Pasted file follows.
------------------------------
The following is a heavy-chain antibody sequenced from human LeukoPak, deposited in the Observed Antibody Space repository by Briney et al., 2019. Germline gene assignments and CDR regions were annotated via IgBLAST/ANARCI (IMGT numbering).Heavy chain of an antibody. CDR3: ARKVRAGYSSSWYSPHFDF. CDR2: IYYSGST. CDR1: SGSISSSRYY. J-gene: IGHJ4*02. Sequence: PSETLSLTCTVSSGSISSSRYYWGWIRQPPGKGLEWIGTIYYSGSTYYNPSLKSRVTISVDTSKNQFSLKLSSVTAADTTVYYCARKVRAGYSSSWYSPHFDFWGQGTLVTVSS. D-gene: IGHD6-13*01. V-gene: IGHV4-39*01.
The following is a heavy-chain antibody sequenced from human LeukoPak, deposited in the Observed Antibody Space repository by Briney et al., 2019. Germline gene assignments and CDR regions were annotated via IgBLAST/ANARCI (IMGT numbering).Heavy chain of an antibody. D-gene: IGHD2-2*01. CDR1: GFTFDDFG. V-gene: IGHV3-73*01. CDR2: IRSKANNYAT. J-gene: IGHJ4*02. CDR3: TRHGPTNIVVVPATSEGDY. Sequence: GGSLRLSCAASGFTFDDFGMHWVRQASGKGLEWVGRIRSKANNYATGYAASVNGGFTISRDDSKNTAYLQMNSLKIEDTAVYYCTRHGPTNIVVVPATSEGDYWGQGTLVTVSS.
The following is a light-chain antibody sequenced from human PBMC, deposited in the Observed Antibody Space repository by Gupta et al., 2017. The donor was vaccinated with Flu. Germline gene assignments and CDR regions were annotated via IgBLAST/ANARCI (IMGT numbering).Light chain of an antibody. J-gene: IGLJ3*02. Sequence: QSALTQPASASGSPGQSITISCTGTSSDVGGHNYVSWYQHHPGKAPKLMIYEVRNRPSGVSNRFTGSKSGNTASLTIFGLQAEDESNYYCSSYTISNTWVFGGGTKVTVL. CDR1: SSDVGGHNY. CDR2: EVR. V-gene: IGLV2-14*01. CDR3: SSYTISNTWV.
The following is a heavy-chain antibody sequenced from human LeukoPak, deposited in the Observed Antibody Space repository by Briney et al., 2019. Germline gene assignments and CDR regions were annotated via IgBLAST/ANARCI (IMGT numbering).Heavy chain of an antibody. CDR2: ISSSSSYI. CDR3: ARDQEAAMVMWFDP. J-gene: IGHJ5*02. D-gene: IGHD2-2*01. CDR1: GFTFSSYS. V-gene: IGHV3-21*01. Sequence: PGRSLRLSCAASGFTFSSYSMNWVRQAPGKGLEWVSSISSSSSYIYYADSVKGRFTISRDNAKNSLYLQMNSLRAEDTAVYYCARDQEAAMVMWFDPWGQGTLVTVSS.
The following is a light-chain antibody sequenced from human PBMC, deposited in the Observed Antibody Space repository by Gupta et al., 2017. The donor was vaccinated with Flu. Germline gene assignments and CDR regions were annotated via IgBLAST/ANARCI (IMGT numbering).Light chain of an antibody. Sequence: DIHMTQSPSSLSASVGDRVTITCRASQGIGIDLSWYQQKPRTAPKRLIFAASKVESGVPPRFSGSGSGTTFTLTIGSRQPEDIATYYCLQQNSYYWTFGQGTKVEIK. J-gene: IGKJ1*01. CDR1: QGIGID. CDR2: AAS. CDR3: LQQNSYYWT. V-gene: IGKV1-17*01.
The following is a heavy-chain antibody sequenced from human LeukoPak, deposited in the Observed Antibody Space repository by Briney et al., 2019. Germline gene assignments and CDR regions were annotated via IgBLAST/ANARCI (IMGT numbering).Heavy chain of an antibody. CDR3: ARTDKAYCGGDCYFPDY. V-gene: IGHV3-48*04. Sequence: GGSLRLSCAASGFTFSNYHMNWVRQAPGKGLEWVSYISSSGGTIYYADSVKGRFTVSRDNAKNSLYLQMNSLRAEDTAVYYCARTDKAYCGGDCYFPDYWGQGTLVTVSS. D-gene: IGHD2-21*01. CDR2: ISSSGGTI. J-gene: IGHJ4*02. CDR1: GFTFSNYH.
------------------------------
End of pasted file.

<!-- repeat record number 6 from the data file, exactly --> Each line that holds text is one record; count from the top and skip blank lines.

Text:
The following is a heavy-chain antibody sequenced from human LeukoPak, deposited in the Observed Antibody Space repository by Briney et al., 2019. Germline gene assignments and CDR regions were annotated via IgBLAST/ANARCI (IMGT numbering).Heavy chain of an antibody. CDR3: ARTDKAYCGGDCYFPDY. V-gene: IGHV3-48*04. Sequence: GGSLRLSCAASGFTFSNYHMNWVRQAPGKGLEWVSYISSSGGTIYYADSVKGRFTVSRDNAKNSLYLQMNSLRAEDTAVYYCARTDKAYCGGDCYFPDYWGQGTLVTVSS. D-gene: IGHD2-21*01. CDR2: ISSSGGTI. J-gene: IGHJ4*02. CDR1: GFTFSNYH.